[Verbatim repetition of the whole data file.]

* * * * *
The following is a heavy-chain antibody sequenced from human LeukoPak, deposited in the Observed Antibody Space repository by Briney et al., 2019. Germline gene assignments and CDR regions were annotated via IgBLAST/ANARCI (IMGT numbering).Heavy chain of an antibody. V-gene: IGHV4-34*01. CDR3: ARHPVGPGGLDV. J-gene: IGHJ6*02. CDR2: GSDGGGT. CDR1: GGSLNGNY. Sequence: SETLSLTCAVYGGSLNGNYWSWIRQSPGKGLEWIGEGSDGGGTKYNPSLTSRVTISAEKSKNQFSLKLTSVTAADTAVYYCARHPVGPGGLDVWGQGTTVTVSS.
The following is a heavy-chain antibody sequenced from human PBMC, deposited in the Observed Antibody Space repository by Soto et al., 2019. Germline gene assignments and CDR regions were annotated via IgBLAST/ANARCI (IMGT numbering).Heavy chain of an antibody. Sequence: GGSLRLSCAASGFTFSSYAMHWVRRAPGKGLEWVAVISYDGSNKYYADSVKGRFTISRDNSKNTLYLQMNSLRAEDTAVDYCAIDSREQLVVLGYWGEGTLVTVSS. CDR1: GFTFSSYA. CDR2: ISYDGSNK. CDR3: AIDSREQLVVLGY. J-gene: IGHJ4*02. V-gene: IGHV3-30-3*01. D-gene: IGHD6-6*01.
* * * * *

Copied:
The following is a heavy-chain antibody sequenced from human LeukoPak, deposited in the Observed Antibody Space repository by Briney et al., 2019. Germline gene assignments and CDR regions were annotated via IgBLAST/ANARCI (IMGT numbering).Heavy chain of an antibody. V-gene: IGHV4-34*01. CDR3: ARHPVGPGGLDV. J-gene: IGHJ6*02. CDR2: GSDGGGT. CDR1: GGSLNGNY. Sequence: SETLSLTCAVYGGSLNGNYWSWIRQSPGKGLEWIGEGSDGGGTKYNPSLTSRVTISAEKSKNQFSLKLTSVTAADTAVYYCARHPVGPGGLDVWGQGTTVTVSS.
The following is a heavy-chain antibody sequenced from human PBMC, deposited in the Observed Antibody Space repository by Soto et al., 2019. Germline gene assignments and CDR regions were annotated via IgBLAST/ANARCI (IMGT numbering).Heavy chain of an antibody. Sequence: GGSLRLSCAASGFTFSSYAMHWVRRAPGKGLEWVAVISYDGSNKYYADSVKGRFTISRDNSKNTLYLQMNSLRAEDTAVDYCAIDSREQLVVLGYWGEGTLVTVSS. CDR1: GFTFSSYA. CDR2: ISYDGSNK. CDR3: AIDSREQLVVLGY. J-gene: IGHJ4*02. V-gene: IGHV3-30-3*01. D-gene: IGHD6-6*01.